"No," says the character played by Kevin Costner, "it’s Iowa."
Few kids grow up dreaming of glamorous careers in the fly-over Hawkeye State. But once those boys and girls become parents, they find that few major cities can rival the divine work/life benefits offered by many Des Moines employers. The bells and whistles so prevalent in benefits packages are in some part driven by competition. Des Moines, a metropolitan area of almost 467,000, has an unusually high percentage of working parents. A full quarter of the population is under 18, and 74 percent of families with children under six have both parents in the workforce. Combine these facts with a shockingly low unemployment rate--4.1 percent--and you get bosses who are motivated to create increasingly alluring, family-friendly benefits.
But Des Moines is also a place with homespun, hard-wired barn-raising values where affable CEOs, business owners and executives routinely and passionately hold forth on emerging theories in early childhood education and how best to make a positive difference in the world. And they have brainstormed up a siloful of creative benefits to lure and retain family-oriented employees.
The most amazing perk, collectively created by Des Moines employers, is The Downtown School, a primary school founded by local business leaders who donated $1.6 million to convert an unused theater multiplex into an educational gem. The local school district provides the teachers, but it was a consortium of local companies in the Des Moines Business/ Education Alliance that anted up the space, construction funds and development expertise. The philosophy is that kids do best when their parents are involved in their education, and locating a school just a few steps away from their parents’ jobs might spur more parental involvement. And the theory is working. The Downtown School’s third, fourth and fifth graders score in the top 10 percent of the nation on their composite test scores, according to its principal, Jan Drees.
The 10-year-old school encourages parents to drop by and sit in on classes anytime because, "It’s a fallacy to think a standardized test score is only related to the quality of instruction," Drees says. "Parental involvement is very important."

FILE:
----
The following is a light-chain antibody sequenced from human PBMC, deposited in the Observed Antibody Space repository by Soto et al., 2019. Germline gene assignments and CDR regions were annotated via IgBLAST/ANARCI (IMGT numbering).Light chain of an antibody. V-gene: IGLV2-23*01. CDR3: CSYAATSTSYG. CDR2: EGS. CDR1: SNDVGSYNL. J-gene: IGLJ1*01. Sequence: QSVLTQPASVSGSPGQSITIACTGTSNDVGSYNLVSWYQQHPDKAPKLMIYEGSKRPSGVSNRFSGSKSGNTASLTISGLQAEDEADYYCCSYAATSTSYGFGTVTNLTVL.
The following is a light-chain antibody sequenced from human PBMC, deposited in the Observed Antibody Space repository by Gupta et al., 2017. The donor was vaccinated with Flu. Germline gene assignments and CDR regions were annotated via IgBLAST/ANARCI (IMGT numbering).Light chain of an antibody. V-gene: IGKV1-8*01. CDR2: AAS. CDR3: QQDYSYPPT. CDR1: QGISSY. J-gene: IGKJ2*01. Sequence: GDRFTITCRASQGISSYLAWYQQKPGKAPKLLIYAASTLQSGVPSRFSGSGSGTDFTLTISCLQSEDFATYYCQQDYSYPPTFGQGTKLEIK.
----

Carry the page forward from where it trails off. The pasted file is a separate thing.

Downtown executives and professionals--who may have no children enrolled--pitch in to solve problems such as how to hire the best teachers, find and design a new playground or balance the budget. "Their attitude is not, You can’t do that, but How can you do it?" Drees says. "There’s an enormous amount of goodwill here. People care about families and they care about other people’s children. They bring in supplies for other people’s children."
Making room for story time
Parents are able to listen to their kids read stories at 11 a.m. because flextime is standard with almost all major employers. Principal Financial Group, which has about half of its 15,000 employees in Des Moines, found many of its innovations driven by its 72 percent female workforce, half of whom have dependent children.
Workers are rewarded with stock options that are actually worth something, plus 401(k)s and pensions. The needs of moms and moms-to-be have driven the creation of everything from on-premise "stork fairs" to free on-site childbirth classes and prenatal programs that offer $50 stipends. Employees also get reimbursed for child- or elder-care expenses incurred because of business travel. One of the most popular programs is Principal’s "working caregiver leave." After expiration of a 12-week leave mandated by the Family and Medical Leave Act, employees can work part-time for an extra 12 weeks while receiving full benefits.
Perks, from bowling to baby seats
Some benefits in Des Moines are touches that let employees know that their boss cares not just about them but also about their families and kids. "When someone has a baby here, we send them the highest-quality car seat you can buy," says Ted Townsend, owner of Townsend Engineering Co., a manufacturer of meat-processing machinery. The company has been widely acclaimed for its 30,000-square-foot athletic facility with four bowling lanes, weight rooms, and racquetball and tennis courts, all of which is free to Townsend’s 180 Des Moines employees and their families. Workers receive a free five-hour fitness profile and vie for prizes by performing health-enhancing gestures such as using seat belts, flossing their teeth and giving out compliments and I-love-you’s to intimates. Speaking of love, Townsend pays the tab for each employee to send a bouquet worth up to $80 from a local florist each year.